The U.S. District Court for the Northern District of California has issued a ruling claiming that nine Rambus patents are valid and infringed by Hynix Semiconductor, the world’s second largest memory supplier. But the court denied Rambus’ request for barring import of Hynix’s products into the USA and said that the companies have to negotiate about tech licensing terms.
“We are pleased with the Court’s order of supplemental damages. We believe any compulsory license between the two parties must fairly compensate Rambus for Hynix’s ongoing use of our patented inventions,” said Tom Lavelle, senior vice president and general counsel at Rambus.
According to the order, Hynix is to pay Rambus royalties of 1% for SDR SDRAM products and 4.25% for DDR SDRAM products made, used, or sold in the United States after December 31, 2005. DDR SDRAM products include DDR SDRAM, DDR2 SDRAM, DDR3 SDRAM, GDDR SDRAM, GDDR2 SDRAM, GDDR3 SDRAM, and DDR SGRAM. These supplemental damages are in addition to those previously awarded in the amount of $133 million for Hynix’s infringement through December 31, 2005.
Hynix said it was gratified that the court rejected Rambus’s request for an injunction, but is disappointed by the district court’s damages ruling and will file an appeal when the final judgment is entered. While Hynix’s appeal is pending Hynix is not required to pay the judgment; if, as it expects, Hynix prevails on the appeal, the judgment will be reversed. The appeal will take one to two years under the normal U.S legal procedure.
Hynix believes that Rambus’s patents, as has been recently confirmed by certain rulings of the US Patent & Trademark Office, are invalid. In addition, Hynix maintains that Rambus’s conduct in destroying evidence relevant to the litigation between Hynix and Rambus, and Rambus and the rest of the DRAM industry, bars Rambus from enforcing its patents. The United States District Courts for Delaware and Virginia have already ruled that Rambus is guilty of destroying evidence; the decision of the California court conflicts with these other court decisions. However, judged from Delaware and Virginia said that their ruling will not affect anyhow the ruling in Hynix vs. Rambus case.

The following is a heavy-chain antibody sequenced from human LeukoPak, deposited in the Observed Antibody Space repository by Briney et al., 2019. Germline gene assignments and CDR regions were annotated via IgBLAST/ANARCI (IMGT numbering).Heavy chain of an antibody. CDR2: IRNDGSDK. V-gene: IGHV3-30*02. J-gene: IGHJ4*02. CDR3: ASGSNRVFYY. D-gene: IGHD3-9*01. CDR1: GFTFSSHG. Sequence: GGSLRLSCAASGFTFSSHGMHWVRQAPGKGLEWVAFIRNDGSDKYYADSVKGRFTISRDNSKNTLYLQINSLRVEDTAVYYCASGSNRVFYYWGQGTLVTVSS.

Hynix’s US sales of DRAMs will continue uninterrupted.
Tags: Rambus, Hynix
Comments currently: 2
Discussion started: 02/24/09 08:25:51 PM
Latest comment: 02/24/09 08:46:15 PM
The comments from the Hynix atty are a bit disingenuous.
Some things not stated in the article:
Relative to the $133 million judgment from 12/31/05 ... that amount has been collecting interest (since 12/31/05) and is now substantially higher.
The damages on infringement since 12/31/05 (1% for SDRAM, 4.25% for DDR) will also be subject to interest from the date of infringement (probably this will be calculated quarterly).
Hynix and Rambus are under a court order to negotiate a compulsory license agreement applicable to infringement subsequent to 2/1/09. They are going to meet in Seoul, Korea, on March 4th for this purpose (a court appointed mediator is accompanying the Rambus negotiating team to Seoul). The rates negotiated in this meeting will replace the 1%/4.25% rate for infringing product subsequent to 2/28/09. I think most observers familiar with the case expect rates slightly higher than the 1%/4.25% rate to come out of that meeting; as courts have noted (including the court in this case), if rates for an infringer who lost in court were not higher than for a licensee that had never infringed, there would be no incentive to license and indeed there would be an incentive to commit patent infringement. [Rambus is believed to want between 6% and 7% for later forms of DRAM (DDR3 in particular), but may not be able to obtain that high a rate in these negotiations.] If the parties absolutely cannot agree on the terms of a compulsory license rate, the court will set a rate later in March.
The bottom line here is that Hynix very likely owes Rambus between $400 and $500 million for past infringement plus ongoing quarterly royalty payments for future production.